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Creutzfeldt-Jakob disease



Nervous system


Central nervous system disorders
Central and peripheral nervous system disorders
Peripheral nervous system disorders
Autonomic nervous system disorders
Nervous system pathology review

Creutzfeldt-Jakob disease


0 / 7 complete


1 / 6 complete
High Yield Notes
13 pages

Creutzfeldt-Jakob disease

7 flashcards

USMLE® Step 1 style questions USMLE

6 questions

USMLE® Step 2 style questions USMLE

4 questions

A 27-year-old woman comes to the emergency department because of a seizure. Her temperature is 37.6°C (99.7°F), pulse is 112/min, respirations are 17/min, and blood pressure is 120/80 mm Hg. She has an 8-month history of slurred speech, memory loss, ataxia, and myoclonic jerks. Laboratory studies show an elevated ESR and blood cultures are negative. CSF is positive for 14-3-3 protein. An MRI of the brain shows mild diffuse volume loss and the pulvinar sign. A tonsil biopsy sample is positive for the abnormal prion protein (PrPSc). Which of the following is the most likely diagnosis?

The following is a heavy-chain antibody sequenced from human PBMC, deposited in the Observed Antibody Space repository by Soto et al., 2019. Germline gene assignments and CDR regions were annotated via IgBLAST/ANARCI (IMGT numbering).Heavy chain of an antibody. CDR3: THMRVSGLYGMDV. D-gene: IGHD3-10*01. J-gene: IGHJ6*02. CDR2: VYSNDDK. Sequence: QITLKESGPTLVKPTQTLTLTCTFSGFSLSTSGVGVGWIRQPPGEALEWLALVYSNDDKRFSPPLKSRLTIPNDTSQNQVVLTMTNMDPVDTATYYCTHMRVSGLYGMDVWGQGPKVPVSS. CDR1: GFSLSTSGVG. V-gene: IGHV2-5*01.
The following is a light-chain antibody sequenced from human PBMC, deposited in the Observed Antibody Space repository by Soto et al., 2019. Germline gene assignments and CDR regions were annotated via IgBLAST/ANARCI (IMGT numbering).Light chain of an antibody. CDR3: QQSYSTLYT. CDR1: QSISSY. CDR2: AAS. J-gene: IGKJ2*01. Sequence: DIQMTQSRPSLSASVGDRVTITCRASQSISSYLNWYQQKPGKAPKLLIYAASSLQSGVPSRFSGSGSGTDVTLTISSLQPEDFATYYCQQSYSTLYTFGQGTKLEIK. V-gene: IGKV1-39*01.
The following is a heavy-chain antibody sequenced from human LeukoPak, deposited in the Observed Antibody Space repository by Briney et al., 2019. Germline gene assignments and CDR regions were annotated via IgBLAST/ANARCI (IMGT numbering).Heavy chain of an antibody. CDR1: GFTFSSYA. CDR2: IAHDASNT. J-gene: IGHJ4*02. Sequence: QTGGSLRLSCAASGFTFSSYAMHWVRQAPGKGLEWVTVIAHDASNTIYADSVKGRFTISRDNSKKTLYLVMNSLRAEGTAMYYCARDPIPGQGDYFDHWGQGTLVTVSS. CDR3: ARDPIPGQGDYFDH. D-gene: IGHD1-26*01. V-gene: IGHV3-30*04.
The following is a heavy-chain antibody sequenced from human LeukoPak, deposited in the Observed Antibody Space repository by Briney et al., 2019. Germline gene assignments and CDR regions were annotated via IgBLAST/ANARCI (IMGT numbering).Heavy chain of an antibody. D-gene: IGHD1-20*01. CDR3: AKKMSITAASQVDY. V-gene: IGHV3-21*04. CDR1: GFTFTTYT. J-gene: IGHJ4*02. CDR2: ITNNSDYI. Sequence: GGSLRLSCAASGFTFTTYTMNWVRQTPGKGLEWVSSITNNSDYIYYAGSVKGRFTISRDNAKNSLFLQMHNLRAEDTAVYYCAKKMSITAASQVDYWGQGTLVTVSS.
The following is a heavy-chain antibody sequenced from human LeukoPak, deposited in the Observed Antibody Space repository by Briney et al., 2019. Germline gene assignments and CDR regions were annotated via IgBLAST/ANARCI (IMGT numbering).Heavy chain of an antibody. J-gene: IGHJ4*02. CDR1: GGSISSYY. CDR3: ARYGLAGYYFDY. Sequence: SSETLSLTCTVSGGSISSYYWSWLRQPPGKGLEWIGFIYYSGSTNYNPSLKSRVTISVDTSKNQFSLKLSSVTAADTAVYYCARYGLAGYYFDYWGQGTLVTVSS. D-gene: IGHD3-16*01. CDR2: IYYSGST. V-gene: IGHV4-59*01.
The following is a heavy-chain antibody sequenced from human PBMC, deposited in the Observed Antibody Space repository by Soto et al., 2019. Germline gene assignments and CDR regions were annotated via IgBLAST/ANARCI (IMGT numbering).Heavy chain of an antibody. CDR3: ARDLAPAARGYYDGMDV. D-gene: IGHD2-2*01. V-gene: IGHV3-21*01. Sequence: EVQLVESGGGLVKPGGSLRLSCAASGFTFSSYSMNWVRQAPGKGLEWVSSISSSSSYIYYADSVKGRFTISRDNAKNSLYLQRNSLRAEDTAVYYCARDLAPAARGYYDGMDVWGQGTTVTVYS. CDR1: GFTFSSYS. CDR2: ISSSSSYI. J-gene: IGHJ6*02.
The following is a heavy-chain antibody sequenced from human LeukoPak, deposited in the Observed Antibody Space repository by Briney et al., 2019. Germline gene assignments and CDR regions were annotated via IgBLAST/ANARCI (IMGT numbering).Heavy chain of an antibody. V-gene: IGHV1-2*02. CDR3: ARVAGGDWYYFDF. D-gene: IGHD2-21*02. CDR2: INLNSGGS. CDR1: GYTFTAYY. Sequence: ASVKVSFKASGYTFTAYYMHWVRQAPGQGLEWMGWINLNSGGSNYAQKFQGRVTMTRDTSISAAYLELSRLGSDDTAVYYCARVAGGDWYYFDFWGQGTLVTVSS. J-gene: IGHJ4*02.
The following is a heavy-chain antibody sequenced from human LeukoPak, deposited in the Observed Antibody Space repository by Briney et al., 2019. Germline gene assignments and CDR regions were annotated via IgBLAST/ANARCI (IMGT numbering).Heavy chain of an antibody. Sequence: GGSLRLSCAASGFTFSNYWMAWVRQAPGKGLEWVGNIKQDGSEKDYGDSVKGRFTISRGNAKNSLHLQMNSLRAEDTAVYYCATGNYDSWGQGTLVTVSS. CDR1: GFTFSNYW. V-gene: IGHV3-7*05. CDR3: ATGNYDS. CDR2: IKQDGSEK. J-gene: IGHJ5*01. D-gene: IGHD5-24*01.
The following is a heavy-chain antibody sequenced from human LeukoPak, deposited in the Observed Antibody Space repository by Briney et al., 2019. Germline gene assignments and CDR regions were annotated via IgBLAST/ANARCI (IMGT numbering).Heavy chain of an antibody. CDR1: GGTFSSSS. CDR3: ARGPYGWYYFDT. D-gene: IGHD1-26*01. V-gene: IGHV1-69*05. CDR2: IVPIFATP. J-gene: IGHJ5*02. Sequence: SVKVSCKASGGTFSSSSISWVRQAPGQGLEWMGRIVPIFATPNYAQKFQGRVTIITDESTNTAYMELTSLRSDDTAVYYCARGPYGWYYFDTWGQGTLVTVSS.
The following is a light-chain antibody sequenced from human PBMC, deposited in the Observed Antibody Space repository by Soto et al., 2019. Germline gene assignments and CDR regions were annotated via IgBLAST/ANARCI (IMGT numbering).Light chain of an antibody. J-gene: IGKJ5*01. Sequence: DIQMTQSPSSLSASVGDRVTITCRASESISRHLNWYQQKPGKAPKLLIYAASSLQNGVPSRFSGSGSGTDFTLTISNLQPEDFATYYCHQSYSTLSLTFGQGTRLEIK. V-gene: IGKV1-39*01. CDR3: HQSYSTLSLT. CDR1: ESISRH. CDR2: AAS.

External References
Creutzfeldt–Jakob disease is a degenerative neurological disease caused by prions that is incurable and invariably fatal. Over the course of weeks to months, it causes the brain tissue to degenerate rapidly, and the cortex develops holes and the texture changes to resemble that of a kitchen sponge. Symptoms include rapidly progressive dementia with myloclonus. The disease is usually sporadic, but familial forms do exist.